Insights Into Learning

Archive for the ‘Bammyawards’


And the BAMMY goes to….

….You!

Courtesy of Kevin Jarrett

The Academy of Education Arts and Sciences held its inaugural gala event last night. Known as the Bammys, the purpose of the night was to create an atmosphere similar to other award shows, but the honorees, and award winners were all educators. I applaud the Academy for having the determination to roll out the red carpet for the people who are most dedicated to the future of society – educators!

I was able to attend the event as one of the Twitterati (a combination of a micro and macro-blogger). There were about 50 of us in attendance, and the top 20 were recognized on stage. Honestly, these folks who were recognized on stage were the absolute elite in the twitter and blogging world. It was a real tweet (I mean treat) meeting them in person!

In addition to the twitterari, the Academy of Education Arts and Sciences recognized the outstanding educators in categories as diverse as school nursing to maintenance director to teacher and principal. I was touched at the stories told about the nominees, and by the award winners. The Bammy statue that was distributed to the winners was quite magnificent. I was lucky enough to hold one at the after party, and it was very heavy!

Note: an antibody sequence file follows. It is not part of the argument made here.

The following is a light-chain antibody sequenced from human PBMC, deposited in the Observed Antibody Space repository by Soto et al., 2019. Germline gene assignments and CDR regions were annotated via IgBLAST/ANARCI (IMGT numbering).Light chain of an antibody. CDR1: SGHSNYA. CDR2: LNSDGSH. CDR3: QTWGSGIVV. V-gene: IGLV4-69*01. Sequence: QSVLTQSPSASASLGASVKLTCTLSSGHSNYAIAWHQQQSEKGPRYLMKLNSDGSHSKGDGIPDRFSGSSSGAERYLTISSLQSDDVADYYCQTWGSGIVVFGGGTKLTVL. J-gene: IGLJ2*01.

In between awards, the attendees were treated to comedian and former teacher Jimmy Burns, author Taylor Mali and the the Washington Metropolitan Youth Orchestra.

Diane Ravitch being interviewed by @teachercast (Jeff Bradbury): Courtesy of Kevin Jarrett

At the conclusion of the event, Linda Darling-Hammond, John Merrow and Diane Ravitch received special honors for their distinguished lifetime achievements. Each lifetime achievement award winner gave a powerful acceptance speech on behalf of all of the students, teachers, and parents that make a difference in education everyday. John Merrow had one of the best lines of the night when he said, “Ask students how are you intelligent, not how intelligent are you?” They are all such inspiring educators, and I can only hope that one day I could grade the stage with such eloquence.

Eric Sheninger: courtesy of Kevin Jarrett

As a member of twitterati, I have to give special thanks to Eric Sheninger for his tireless commitment to assemble the largest gathering of education bloggers to date.

 

Want more information? Pictures? Podcasts? Check out Kevin Jarrett’s flickr site for pictures, and Jeff Bradbury’s teachercast site for live podcasting from the evening.

 

I also want to thankĀ  all of the those from the Academy of Education Arts and Sciences, Council of Peers, and the sponsors who did a phenomenal job in coordinating the event.

And last, but certainly not least, you!